Hermes has rejected claims by “The Guardian” newspaper that it is paying some of its couriers below the national living wage.
Hermes said that its records prove on average its network of 10,500 self-employed couriers receive the equivalent of £9.80 per hour. It said that this figure includes expenses, but not revenue that Hermes couriers earn elsewhere or vehicle insurance, repairs, fuel, parking, hire charges, vehicle licence fees and break down.
“The Guardian” said that a number of self-employed Hermes courier’s said that they had been paid less than the living wage. One courier said they were paid £5.90 an hour during a two-week period. Another said they were paid £6.70 an hour.
The company said that it recognises pay can fluctuate throughout the year when parcel volumes vary – and so it uses a team of 27 regional planners and a central mapping tem to ‘constantly monitor estimated RPHs (rate per hour) and ensure that if couriers drop below £7.20 this is addressed within 24 hours, either by re-structuring the rounds to be more efficient or by increasing the parcel rates.’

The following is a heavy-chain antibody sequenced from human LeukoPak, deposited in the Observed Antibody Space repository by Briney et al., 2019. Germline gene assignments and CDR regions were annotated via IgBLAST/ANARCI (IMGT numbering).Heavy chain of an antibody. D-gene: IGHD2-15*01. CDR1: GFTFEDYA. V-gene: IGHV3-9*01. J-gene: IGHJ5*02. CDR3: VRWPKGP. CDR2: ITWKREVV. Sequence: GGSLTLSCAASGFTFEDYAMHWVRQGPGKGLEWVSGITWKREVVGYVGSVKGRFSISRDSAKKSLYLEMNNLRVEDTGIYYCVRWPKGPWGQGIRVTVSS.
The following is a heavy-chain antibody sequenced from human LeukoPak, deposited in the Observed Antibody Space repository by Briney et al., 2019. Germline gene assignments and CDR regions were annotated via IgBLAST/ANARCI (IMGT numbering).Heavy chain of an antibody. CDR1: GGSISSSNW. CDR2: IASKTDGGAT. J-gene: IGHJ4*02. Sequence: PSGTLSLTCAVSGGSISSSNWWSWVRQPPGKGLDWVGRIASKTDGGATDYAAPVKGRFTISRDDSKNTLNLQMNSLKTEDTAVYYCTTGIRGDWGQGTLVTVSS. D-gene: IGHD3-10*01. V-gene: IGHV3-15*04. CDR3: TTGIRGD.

A spokesperson for the courier business said: “Since the introduction of the National Living Wage in April 2016 we have been working hard to ensure that couriers get equal to or above the living wage threshold. This is despite the fact that there is no legal requirement for us to do so as they are self employed, a status that has been approved by Her Majesty’s Revenue and Customs.”
Hermes said that it had given all couriers a 2.5 per cent pay rise this year, and that it will be investing £4million to cover additional increase in rates for delivery of parcels and performance-related contractual payments.